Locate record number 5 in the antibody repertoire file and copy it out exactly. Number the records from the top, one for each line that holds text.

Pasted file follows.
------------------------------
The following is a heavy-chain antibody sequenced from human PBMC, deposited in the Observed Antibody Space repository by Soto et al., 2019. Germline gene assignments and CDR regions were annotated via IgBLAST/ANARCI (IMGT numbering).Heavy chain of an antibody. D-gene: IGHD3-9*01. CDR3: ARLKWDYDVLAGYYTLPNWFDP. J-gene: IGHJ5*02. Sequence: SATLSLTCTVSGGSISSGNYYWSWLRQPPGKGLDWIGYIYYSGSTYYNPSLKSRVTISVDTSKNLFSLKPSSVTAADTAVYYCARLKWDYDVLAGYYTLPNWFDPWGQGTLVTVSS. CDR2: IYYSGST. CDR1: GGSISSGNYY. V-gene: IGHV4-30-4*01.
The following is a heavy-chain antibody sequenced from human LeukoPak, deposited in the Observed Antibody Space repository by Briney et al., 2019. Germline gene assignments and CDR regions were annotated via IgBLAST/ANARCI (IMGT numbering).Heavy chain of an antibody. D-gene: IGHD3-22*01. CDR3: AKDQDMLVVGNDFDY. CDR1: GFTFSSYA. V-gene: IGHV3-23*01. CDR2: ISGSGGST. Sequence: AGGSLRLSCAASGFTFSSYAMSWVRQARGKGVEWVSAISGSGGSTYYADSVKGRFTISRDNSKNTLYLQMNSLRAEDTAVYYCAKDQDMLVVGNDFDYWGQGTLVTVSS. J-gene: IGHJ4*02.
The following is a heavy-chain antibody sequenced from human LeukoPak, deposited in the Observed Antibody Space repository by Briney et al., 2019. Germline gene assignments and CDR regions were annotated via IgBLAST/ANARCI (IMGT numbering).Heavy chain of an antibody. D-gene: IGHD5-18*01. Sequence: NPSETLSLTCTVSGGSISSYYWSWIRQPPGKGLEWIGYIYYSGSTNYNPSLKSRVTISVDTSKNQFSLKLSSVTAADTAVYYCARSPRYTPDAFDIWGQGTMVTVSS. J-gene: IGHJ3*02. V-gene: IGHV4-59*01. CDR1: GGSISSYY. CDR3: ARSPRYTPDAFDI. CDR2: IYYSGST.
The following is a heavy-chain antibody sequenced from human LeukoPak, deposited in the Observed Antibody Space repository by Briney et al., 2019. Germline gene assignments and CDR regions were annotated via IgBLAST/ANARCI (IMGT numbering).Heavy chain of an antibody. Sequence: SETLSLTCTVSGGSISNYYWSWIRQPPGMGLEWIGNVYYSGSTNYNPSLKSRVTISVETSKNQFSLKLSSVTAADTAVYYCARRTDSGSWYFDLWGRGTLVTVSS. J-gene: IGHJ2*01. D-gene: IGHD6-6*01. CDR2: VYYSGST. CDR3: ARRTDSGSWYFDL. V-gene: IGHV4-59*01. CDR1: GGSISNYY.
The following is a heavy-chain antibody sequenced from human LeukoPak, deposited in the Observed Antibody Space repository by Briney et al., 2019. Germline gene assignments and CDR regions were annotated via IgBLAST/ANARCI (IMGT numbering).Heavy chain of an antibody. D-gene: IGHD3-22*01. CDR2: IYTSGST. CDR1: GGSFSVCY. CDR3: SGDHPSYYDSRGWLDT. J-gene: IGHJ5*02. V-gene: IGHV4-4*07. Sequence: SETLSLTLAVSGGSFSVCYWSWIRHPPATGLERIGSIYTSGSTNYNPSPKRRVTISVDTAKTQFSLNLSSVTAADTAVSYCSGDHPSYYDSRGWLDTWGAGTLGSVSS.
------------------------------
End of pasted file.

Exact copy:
The following is a heavy-chain antibody sequenced from human LeukoPak, deposited in the Observed Antibody Space repository by Briney et al., 2019. Germline gene assignments and CDR regions were annotated via IgBLAST/ANARCI (IMGT numbering).Heavy chain of an antibody. D-gene: IGHD3-22*01. CDR2: IYTSGST. CDR1: GGSFSVCY. CDR3: SGDHPSYYDSRGWLDT. J-gene: IGHJ5*02. V-gene: IGHV4-4*07. Sequence: SETLSLTLAVSGGSFSVCYWSWIRHPPATGLERIGSIYTSGSTNYNPSPKRRVTISVDTAKTQFSLNLSSVTAADTAVSYCSGDHPSYYDSRGWLDTWGAGTLGSVSS.